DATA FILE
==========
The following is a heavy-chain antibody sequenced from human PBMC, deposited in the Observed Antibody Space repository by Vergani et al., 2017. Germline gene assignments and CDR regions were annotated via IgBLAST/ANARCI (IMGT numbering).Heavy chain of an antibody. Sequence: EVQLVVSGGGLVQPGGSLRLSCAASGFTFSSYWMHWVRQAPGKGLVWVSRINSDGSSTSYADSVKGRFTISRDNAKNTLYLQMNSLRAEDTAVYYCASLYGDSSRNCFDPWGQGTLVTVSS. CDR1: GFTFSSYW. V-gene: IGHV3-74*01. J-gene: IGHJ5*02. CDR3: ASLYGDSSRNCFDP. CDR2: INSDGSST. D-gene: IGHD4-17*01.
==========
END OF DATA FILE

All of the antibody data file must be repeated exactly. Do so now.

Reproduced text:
The following is a heavy-chain antibody sequenced from human PBMC, deposited in the Observed Antibody Space repository by Vergani et al., 2017. Germline gene assignments and CDR regions were annotated via IgBLAST/ANARCI (IMGT numbering).Heavy chain of an antibody. Sequence: EVQLVVSGGGLVQPGGSLRLSCAASGFTFSSYWMHWVRQAPGKGLVWVSRINSDGSSTSYADSVKGRFTISRDNAKNTLYLQMNSLRAEDTAVYYCASLYGDSSRNCFDPWGQGTLVTVSS. CDR1: GFTFSSYW. V-gene: IGHV3-74*01. J-gene: IGHJ5*02. CDR3: ASLYGDSSRNCFDP. CDR2: INSDGSST. D-gene: IGHD4-17*01.